The little shit seat kicker sitting behind me – running his fucking little; toy car up and down – up and down the window sill – his parents oblivious  or not caring. I could lean over the seat and poke his fucking little eye out with my plastic fork which I have removed all but one tine.  But hey! Each to his own. He has every right to amuse himself on this incredibly boring and lengthy flight. I might even offer him my complimentary pottle of ice cream. .

 

 

An Australian Visit in the year 2003

Dark storm clouds hang menacingly in the northern sky as tiny spittles of rain dot the windscreen as we speed north. Easter Monday on NZ road increasingly resembles scenes from a third world country. Lines of assorted vehicles hauling boats, trailers, caravans, and horse floats stumble along at sub-optimal speeds that dog narrow state highway one. An occasional police-car lends some credence to the myth that authorities care about what happens on roads and it is heartening to see one particularly recalcirant offender hauled over and ticketed.

Sydney airport resembles Tieneman square. Over half the people waiting at border control have just alighted from an Air Korea flight and half of the Quantas flight contains Asians of all descriptions. A large number of them sport the SARS mask that is almost de-rigueur on flights these days. I am particularly offended when one gentleman in front of me pulls his mask form his face to violently sneeze into the queuing masses then blithely replaces it for ‘protection’

She glances down at the notebook in front of her. The gently sloping pencil lines went in and out of focus as she tried to make out what she had just written. The tear stained paper doesn’t help as the writing is almost indecipherable in places. She looks across the table at the man she has been married to for nearly thirty years. The romantic devil. Not! Here they were on what was increasingly jokingly referred to as their second honeymoon (not that there had been a first) and all he seemed interested in was a Canadian ice hockey match playing on the giant TV screen in the crowded bar. Not a word over dinner apart from a grunt when she had announced that a glass of wine rather than a bottle was on the night’s agenda. She looks jealously at the young couple dining at the nearest table. She only has the back view of the woman but she can see the black thong peeing over the top of her low-slung hipster jeans. The couple are in what appears to be an animated, sexually charged conversation. Matching tops and lots of gold rings. Where had she failed?

Sydney: 12o C at 6.30, 21 0 C at 11.00. Hot, smelly and busy. $200 a day is just not going to cut the ice. An all day pass on the railway – $18. A hot krantzky and coffee – $9. A fruit juice $4.50. Gulp, gulp, – gone. A bearded man in a holey jersey arrives outside trendy David Jones department store, selects a spot, and unravels his cardboard plea for a warm place to sleep this night, a piece of bread to fill his empty stomach. He has his act down pat. Downward cast eyes – don’t look at the punters until the money hits the hat, then – glance up and give pathetic acknowledgment. Unlike his less experienced contemporary in Jehovah’s witness mode and official collectors card for some non-existent organization who is in your face and shaking his tin. I watched for five minutes. The homeless guy – $4 – JW – zip.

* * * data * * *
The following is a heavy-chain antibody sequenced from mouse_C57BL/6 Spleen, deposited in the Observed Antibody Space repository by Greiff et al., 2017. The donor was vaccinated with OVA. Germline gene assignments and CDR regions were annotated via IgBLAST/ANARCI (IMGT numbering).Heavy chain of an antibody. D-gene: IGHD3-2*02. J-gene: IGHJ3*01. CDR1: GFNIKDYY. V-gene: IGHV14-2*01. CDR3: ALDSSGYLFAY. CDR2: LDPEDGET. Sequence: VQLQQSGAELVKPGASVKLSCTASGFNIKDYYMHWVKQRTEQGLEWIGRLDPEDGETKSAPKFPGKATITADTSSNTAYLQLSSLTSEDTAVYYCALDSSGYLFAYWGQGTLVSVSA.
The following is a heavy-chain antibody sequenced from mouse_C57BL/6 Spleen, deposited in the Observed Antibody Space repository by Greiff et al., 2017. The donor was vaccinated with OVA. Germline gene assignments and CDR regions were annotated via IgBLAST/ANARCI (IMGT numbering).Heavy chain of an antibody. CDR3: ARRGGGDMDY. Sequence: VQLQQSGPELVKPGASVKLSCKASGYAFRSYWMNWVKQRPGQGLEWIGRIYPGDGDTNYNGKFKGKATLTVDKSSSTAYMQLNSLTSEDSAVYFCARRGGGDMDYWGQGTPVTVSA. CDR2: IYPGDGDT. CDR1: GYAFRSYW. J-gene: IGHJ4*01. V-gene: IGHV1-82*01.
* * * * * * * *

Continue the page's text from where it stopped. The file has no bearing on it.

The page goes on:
Cathedral Square (St Andrews) has its fair share of characters. I spy two of them emptying a four litre bladder of cardboard wine into fruit juice bottles to avoid or appease the remote police presence and keep the tourists happy while their contemporaries down the bench don’t give a shit and tuck into their second Victoria Bitter of the day. Downstairs at David Jones the Centerpoint Market teams with every conceivable delicacy known to man. Soon to be refurbished, everything is reduced to clear by the 24th of the month. No! My $200 a day is looking really, really, sad.

She thought it was him but what would he be doing in this backwater? Sure enough – it WAS him. As Iain bought her coffee and hot roll filled with tandoori chicken and avocado she glanced up at the man dressed in black as he strolled through Launceston airport. Seemingly lost, he became engrossed in a sign advertising marine memorabilia at a place called Evandale. If she dared she could tell him not to waste his time. The place was as dead as a proverbial duck. No-one got out of bed until 10am and all the goods were over-priced. A disembodied voice announced that you were listening to Triple J FM and that they were on a hunt for a word to describe the female state of wearing no underwear. Free furring suggested some sniggering young, testosterone, challenged male; Commando (come in and get it) squeaked a female in reply. Sophie scrunched down in her plastic seat, widened her eyes to look different, and pulled her Sydney to Hobart yacht cap tight down over her face. He walked by and with him the memories of those lost years went.

The Country Club Resort, Launceston, Tasmania. Vast, endless, corridors, golf and tennis, and GAMBLING. The lower floor is given over to a vast casino bordered by lavishly furnished, sun-drenched terraces, where you can drink and eat. The carefree exterior cannot distract from the rather desperate atmosphere of the interior of the place. Mostly older people clutch cupfuls of coins they can feed into the machines in the hope of a meagre return. For 1000 credits you get about $5 and I have not managed to win anything on three fifty cent tries. Solitary players try their hands at Baccarat and other games of chance. There is a noticeable absence of whoops of delight or high-fives. You gamble, you play tennis or golf, you eat, you gamble. If you manage to be on a winning streak, you stay at your table. I sit at breakfast next to a couple who have been at the tables all night. They are literally walking zombies, barely able to make their minds up at toast or tea. Their eyes are vacuous, their breath a mix of smoke, alcohol, and despair.